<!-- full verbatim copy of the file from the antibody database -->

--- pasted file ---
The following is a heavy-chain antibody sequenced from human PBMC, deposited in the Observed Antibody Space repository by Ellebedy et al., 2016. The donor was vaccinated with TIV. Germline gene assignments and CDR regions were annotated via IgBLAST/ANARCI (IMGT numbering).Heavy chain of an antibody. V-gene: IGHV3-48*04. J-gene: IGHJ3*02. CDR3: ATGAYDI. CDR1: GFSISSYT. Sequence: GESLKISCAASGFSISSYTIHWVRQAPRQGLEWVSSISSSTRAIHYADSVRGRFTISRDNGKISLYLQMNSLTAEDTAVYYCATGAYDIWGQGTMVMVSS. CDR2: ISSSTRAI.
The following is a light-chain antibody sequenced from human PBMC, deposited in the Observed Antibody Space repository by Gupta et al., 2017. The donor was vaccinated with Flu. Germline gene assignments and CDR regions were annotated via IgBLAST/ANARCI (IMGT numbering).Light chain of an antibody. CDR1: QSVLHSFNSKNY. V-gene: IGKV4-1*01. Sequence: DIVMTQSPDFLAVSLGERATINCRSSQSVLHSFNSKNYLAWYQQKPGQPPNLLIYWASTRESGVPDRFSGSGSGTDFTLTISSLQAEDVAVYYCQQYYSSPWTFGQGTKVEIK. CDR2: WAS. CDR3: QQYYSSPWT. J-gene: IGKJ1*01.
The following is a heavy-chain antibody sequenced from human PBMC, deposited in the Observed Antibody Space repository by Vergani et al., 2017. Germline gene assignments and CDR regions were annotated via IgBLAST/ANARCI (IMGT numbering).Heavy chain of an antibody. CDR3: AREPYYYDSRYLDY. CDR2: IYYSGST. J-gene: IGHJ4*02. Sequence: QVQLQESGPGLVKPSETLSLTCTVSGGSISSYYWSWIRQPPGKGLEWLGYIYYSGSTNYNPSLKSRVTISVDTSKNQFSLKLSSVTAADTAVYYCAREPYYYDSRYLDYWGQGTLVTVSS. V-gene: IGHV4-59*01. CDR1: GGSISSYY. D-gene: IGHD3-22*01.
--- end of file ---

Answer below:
The following is a heavy-chain antibody sequenced from human PBMC, deposited in the Observed Antibody Space repository by Ellebedy et al., 2016. The donor was vaccinated with TIV. Germline gene assignments and CDR regions were annotated via IgBLAST/ANARCI (IMGT numbering).Heavy chain of an antibody. V-gene: IGHV3-48*04. J-gene: IGHJ3*02. CDR3: ATGAYDI. CDR1: GFSISSYT. Sequence: GESLKISCAASGFSISSYTIHWVRQAPRQGLEWVSSISSSTRAIHYADSVRGRFTISRDNGKISLYLQMNSLTAEDTAVYYCATGAYDIWGQGTMVMVSS. CDR2: ISSSTRAI.
The following is a light-chain antibody sequenced from human PBMC, deposited in the Observed Antibody Space repository by Gupta et al., 2017. The donor was vaccinated with Flu. Germline gene assignments and CDR regions were annotated via IgBLAST/ANARCI (IMGT numbering).Light chain of an antibody. CDR1: QSVLHSFNSKNY. V-gene: IGKV4-1*01. Sequence: DIVMTQSPDFLAVSLGERATINCRSSQSVLHSFNSKNYLAWYQQKPGQPPNLLIYWASTRESGVPDRFSGSGSGTDFTLTISSLQAEDVAVYYCQQYYSSPWTFGQGTKVEIK. CDR2: WAS. CDR3: QQYYSSPWT. J-gene: IGKJ1*01.
The following is a heavy-chain antibody sequenced from human PBMC, deposited in the Observed Antibody Space repository by Vergani et al., 2017. Germline gene assignments and CDR regions were annotated via IgBLAST/ANARCI (IMGT numbering).Heavy chain of an antibody. CDR3: AREPYYYDSRYLDY. CDR2: IYYSGST. J-gene: IGHJ4*02. Sequence: QVQLQESGPGLVKPSETLSLTCTVSGGSISSYYWSWIRQPPGKGLEWLGYIYYSGSTNYNPSLKSRVTISVDTSKNQFSLKLSSVTAADTAVYYCAREPYYYDSRYLDYWGQGTLVTVSS. V-gene: IGHV4-59*01. CDR1: GGSISSYY. D-gene: IGHD3-22*01.